Yesterday at lunch, a friend told me a story about a church member who was taking graduate level classes in sociology. Her professor boldly made the statement that, in the USA, ethnic pure-bloods were virtually extinct, replaced most certainly by “melting pot intermingling” by the time of the third generation from immigration. Being a proud Dutch Calvinist, she objected, tracing her ancestry back through the generations of pure Dutch blood. After talking with the professor for a long time, both began to realize how extremely rare was her heritage. He asked her to write a paper. While doing so, she also began to notice how easily such bloodlines bred a kind of ethnic arrogance, and how difficult it was for God’s people, who can so easily put a great emphasis on such ethnic purity, to accept without reservation people from “every race, tribe, and tongue”—especially when that diversity all occurs within the skin of one person! The change? Diversity used to be a plank in the Democratic Party platform. Now we have learned that it is part of the pentecost dimension of the kingdom of God!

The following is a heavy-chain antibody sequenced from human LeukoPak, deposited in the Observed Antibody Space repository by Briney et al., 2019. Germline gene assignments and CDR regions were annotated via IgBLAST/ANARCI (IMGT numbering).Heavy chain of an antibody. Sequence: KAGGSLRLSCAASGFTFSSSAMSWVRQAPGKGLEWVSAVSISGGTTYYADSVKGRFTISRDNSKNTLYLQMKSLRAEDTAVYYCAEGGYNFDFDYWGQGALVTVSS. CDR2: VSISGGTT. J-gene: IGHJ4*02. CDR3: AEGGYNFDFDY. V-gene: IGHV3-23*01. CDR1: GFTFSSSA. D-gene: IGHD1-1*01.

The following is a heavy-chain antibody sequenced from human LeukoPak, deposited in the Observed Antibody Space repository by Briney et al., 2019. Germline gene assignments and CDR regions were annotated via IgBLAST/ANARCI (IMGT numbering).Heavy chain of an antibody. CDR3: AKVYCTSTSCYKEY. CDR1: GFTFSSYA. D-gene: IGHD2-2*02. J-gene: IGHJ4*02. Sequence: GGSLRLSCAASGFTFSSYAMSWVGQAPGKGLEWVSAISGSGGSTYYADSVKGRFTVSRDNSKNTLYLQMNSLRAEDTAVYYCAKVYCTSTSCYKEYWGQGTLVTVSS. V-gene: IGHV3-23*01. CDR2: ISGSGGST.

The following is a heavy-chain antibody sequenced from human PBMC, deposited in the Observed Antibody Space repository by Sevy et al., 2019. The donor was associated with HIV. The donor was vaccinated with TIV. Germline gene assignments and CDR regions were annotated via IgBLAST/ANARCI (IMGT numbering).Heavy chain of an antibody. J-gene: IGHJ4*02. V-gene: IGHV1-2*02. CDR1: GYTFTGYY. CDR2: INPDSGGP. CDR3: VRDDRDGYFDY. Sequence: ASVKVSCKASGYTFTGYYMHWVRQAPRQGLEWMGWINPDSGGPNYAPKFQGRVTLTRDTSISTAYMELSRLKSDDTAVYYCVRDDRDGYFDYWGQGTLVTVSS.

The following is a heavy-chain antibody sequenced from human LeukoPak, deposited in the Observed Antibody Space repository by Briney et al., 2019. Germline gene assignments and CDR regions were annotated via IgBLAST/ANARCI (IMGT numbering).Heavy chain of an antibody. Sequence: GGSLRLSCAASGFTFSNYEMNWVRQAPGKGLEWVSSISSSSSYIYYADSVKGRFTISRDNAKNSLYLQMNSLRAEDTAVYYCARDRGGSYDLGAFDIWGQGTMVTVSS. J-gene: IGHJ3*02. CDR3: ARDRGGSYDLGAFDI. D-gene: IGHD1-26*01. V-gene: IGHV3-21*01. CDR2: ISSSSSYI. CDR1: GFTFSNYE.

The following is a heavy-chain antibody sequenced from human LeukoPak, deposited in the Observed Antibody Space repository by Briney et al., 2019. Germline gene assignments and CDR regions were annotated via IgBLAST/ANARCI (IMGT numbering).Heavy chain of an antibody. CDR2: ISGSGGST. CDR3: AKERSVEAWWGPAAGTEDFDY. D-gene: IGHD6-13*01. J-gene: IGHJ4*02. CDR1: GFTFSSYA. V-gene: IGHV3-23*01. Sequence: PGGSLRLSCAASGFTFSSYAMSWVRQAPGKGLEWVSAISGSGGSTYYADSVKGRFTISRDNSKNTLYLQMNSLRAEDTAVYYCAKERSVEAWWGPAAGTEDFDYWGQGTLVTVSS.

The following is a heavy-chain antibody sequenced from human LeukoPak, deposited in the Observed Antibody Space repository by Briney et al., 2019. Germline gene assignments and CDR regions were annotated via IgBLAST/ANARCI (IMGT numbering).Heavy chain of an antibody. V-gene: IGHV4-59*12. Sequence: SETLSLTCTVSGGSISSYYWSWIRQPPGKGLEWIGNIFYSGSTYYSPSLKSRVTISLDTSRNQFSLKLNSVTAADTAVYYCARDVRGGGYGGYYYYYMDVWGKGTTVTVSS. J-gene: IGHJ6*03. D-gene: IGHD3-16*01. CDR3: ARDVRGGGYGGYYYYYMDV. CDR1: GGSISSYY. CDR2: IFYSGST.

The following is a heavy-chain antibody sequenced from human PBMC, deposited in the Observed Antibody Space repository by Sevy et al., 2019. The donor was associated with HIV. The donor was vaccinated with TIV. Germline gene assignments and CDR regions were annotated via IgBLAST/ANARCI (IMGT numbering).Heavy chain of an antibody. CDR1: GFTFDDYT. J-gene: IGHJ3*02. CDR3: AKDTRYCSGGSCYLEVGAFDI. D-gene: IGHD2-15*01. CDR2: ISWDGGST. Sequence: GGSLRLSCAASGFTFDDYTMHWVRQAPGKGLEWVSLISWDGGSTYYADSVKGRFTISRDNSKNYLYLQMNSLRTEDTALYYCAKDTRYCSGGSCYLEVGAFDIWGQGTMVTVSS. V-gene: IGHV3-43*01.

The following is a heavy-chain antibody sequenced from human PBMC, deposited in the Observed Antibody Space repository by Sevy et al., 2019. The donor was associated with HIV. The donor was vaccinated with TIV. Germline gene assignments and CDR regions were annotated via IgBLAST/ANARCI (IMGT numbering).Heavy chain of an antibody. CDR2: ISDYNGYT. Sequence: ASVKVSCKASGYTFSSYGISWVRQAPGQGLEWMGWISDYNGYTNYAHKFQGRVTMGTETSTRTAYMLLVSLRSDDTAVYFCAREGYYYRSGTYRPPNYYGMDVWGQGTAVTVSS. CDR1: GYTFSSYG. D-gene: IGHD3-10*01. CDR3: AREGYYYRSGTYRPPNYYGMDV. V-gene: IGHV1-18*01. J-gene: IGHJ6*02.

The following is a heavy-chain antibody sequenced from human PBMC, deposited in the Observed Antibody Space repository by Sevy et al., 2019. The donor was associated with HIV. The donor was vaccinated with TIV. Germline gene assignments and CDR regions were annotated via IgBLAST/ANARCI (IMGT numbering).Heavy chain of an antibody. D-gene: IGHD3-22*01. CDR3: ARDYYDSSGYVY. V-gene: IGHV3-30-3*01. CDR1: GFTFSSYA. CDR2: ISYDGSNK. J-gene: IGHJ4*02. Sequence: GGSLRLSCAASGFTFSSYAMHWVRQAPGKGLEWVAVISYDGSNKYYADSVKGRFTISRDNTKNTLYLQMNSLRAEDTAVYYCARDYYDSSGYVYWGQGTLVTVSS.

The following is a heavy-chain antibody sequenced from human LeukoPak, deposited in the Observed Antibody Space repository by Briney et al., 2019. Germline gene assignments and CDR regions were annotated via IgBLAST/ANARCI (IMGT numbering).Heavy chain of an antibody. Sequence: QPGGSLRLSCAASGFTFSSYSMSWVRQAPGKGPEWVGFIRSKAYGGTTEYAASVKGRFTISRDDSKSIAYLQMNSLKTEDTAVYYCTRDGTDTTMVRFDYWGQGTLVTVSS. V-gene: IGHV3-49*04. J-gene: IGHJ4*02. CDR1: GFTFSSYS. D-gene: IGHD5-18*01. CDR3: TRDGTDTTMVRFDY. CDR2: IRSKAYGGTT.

Or consider the comments of a new member of our church. She observed how unusual it was to see whole families in church together. By that she meant a dad, a mom, and children, all together. When my blank stare revealed a lack of understanding, she got even more urgent. “Surely,” she said, “you are aware that such families are a rare thing in America. And, from my sojourns in evangelical Christianity, such a family is just as rare in today’s churches. You just don’t see fathers present, and certainly not strong, Biblical, faithful fathers.”